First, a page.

Among the features that often confuse students when reading newspapers are headlines, idioms and unclear linking between paragraphs, says Roberts.

Ideal news report length

Today's students are often accustomed to reading short online articles and social media news bits — even in their original language. While the same sort of pieces in English may be a comfortable place to start, don't hesitate to push students to tackle something more elaborate.

However, particularly long news reports can easily discourage students due to the demanding nature of reading in a second language. The authors of an article on the British counsel/BBC blog recommend editing down long articles that you want to use since the style of news writing allows for entire paragraphs to be omitted from most articles without affecting the story's overall meaning.

On the other hand, there may be cases when an article is packed with fascinating details that you want to cover with your students. I have successfully used longer, in-depth articles in their original form by breaking up the reading over the course of two or three class periods.

When listening to and watching the news, it may be helpful to pause the piece and go over what has just been covered to assure student comprehension verses listening straight through.

Choosing the best news source

With so many news sources easily accessible online, the choice can be a bit daunting. A clear idea of your teaching objectives as you set out will make for a more productive search. Reputable sources with professional reporters are recommended by most teachers, for obvious reasons of accuracy and unbiased reporting.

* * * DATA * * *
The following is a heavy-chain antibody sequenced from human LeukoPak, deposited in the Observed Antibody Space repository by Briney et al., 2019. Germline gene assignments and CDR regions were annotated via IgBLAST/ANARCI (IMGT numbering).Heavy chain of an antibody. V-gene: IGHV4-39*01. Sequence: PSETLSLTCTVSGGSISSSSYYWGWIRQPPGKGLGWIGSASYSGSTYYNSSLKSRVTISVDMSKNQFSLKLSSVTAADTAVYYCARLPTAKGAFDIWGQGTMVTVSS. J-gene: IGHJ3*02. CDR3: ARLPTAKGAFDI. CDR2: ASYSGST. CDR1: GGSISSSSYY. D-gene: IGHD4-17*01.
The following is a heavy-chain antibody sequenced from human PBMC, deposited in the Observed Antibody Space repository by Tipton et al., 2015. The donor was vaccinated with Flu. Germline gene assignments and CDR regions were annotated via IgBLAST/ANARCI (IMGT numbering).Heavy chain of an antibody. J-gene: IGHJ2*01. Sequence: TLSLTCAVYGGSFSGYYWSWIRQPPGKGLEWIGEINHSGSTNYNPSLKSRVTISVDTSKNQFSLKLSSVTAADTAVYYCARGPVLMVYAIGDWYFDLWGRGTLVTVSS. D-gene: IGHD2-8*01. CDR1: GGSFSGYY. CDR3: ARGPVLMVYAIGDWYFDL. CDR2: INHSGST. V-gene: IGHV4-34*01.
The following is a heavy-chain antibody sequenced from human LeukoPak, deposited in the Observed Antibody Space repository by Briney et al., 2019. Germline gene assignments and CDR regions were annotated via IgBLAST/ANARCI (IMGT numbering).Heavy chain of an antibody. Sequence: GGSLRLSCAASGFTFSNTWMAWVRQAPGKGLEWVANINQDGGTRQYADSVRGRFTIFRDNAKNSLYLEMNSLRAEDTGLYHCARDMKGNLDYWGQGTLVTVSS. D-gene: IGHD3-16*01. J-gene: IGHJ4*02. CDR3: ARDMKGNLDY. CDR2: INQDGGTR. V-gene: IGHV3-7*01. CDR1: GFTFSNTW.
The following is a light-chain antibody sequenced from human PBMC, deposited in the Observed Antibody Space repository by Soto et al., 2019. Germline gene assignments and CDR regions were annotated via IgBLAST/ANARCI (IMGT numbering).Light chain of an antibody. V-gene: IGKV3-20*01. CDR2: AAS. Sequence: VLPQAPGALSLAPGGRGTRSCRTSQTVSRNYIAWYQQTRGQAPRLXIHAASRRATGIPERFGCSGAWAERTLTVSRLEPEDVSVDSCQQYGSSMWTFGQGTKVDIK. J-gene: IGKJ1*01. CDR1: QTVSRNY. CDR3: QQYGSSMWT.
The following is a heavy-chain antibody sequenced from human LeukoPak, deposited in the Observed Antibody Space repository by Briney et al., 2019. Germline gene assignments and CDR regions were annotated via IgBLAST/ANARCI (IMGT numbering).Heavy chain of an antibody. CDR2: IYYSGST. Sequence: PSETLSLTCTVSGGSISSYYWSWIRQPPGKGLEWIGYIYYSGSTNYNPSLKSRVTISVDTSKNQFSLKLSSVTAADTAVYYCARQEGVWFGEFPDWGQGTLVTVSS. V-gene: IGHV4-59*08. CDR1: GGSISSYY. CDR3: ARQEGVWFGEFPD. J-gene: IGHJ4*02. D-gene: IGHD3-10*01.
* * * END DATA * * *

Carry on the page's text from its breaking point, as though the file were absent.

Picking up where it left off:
However, even "fake news" or poorly written articles may have a place in your lessons — depending on your objectives. In fact, helping language learners identify fake news was the subject of one of the lesson plans The New York Times printed last year that I covered in a previous MultiBriefs Exclusive.

Several well-established media companies and organizations have educational sites geared toward young people, such as The New York Times and Smithsonian. Also, public radio and television sites like NPR cover compelling human interest topics commonly passed over by mainstream news media.

As mentioned earlier, there are an increasing number of sources of the news adapted to different levels of English language knowledge. I have personally used Newsela, which is categorized by subject matter and offers useful features such as a comprehension quiz following each story.

Generating exciting activities from the news

You may have originally chosen your news stories to generate interest to introduce a new theme or project — or to satiate your students' thirst for more information on a captivating topic or event. Now, imagine additional activities the news piece could inspire — a group newspaper or newscast video, a debate, role play, survey or game.

Tackling the news piece from distinct approaches gives you more mileage from the time you invested in selecting it. More importantly, students will gain deeper understanding of the topic and language points covered when they engage in associated activities that are memorable.